Tonight, there’s so much I’m thankful for. I started making a list over the last month or so detailing many of the things that would never have happened if that call had truly signaled the end 10 years ago. I’d love to share that list over the next few days in the spirit of Thanksgiving, but for now, I’m profoundly thankful to be sitting here, writing, and living a life that isn’t what I expected but is genuinely a gift.

The First Decade*: Reflections on the last 10 years I only lived because of God’s grace + modern medicine, Part 1.

(*Michael W. Smith reference intentional)

I’m coming up on the 10 year anniversary of my cancer diagnosis this week. That reality has been present in the back of my mind for months, and I’ve been trying to think of how to honor this anniversary, or as we say in the cancer world, this “cancerversary.”

I’ve also been trying to figure out when to honor that since I got the call on the day before Thanksgiving, but that actual calendar date is the Monday after Thanksgiving this year. Plus, my mom wonders why I would even celebrate the anniversary of the day I got the news since that’s not exactly something worth celebrating. Should I celebrate on February 4th, the day I found out I was in remission? In some ways, that date seems fitting because it’s also World Cancer Day, and yet, I still had 4 more months of treatment, so though remission was an incredible victory, I was still in the trenches and feeling terrible. Should I celebrate May 14th, the day of my last chemo treatment when I knew I would finally start to feel better?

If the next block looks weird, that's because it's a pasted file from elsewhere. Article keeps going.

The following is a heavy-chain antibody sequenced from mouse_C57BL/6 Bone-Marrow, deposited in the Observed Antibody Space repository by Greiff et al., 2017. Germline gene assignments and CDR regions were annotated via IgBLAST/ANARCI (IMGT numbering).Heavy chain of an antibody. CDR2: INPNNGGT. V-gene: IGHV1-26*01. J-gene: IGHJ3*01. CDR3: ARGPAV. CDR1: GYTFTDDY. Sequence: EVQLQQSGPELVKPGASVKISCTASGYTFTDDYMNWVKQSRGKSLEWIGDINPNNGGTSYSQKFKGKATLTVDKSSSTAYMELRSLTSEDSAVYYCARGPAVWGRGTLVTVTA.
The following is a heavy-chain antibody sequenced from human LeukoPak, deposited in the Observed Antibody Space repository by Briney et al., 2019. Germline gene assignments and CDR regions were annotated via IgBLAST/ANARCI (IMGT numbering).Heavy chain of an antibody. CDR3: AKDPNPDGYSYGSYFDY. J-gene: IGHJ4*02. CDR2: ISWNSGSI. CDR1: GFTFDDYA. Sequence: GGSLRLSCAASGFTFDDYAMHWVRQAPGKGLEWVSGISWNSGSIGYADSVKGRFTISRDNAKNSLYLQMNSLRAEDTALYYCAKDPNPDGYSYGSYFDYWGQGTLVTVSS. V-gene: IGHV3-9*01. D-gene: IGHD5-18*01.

One of the reasons I’ve marked the day before Thanksgiving each year is because it’s such a meaningful time—yes, it was the day my world felt like it came to a halt as I looked “terminal illness” in the face, but it’s also a time to be grateful for all I have and all God has done in my life. In the years since November 2008, Thanksgiving has been that much more poignant for me as a time to celebrate the gift this life truly is. I might have flippantly said that in my previous 21 years—“Oh, life’s a gift!”—but I know that to be true in a profoundly real way now.

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Lazarus [Still] Died

If you read the title of this post and thought, “Well, obviously, Hannah…” and that’s a no-brainer for you, then keep reading. And if you didn’t think that, then definitely keep reading.

Here’s the thing: I know the story of Lazarus. I can’t overemphasize how many times I’ve heard it and learned about it. It’s amazing. But you know what? Not until I read a book this summer did I think about the fact that Lazarus still died.

I don’t mean that he died and Jesus famously wept and then even more famously raised him to life. I mean after all of that—the death, weeping, and resurrecting—Lazarus still died. For some reason, that thought had never once occurred to me.

“Okay, great…” you may be thinking, wondering what the point is. Well, the fact that Lazarus still died has been a transformative idea in my life and way of thinking over the past few months, and it’s had a significant impact on the way I view ministry and what I’m trying to do with Still Waters, the faith-based cancer retreat I’m starting.

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Called as Though We Are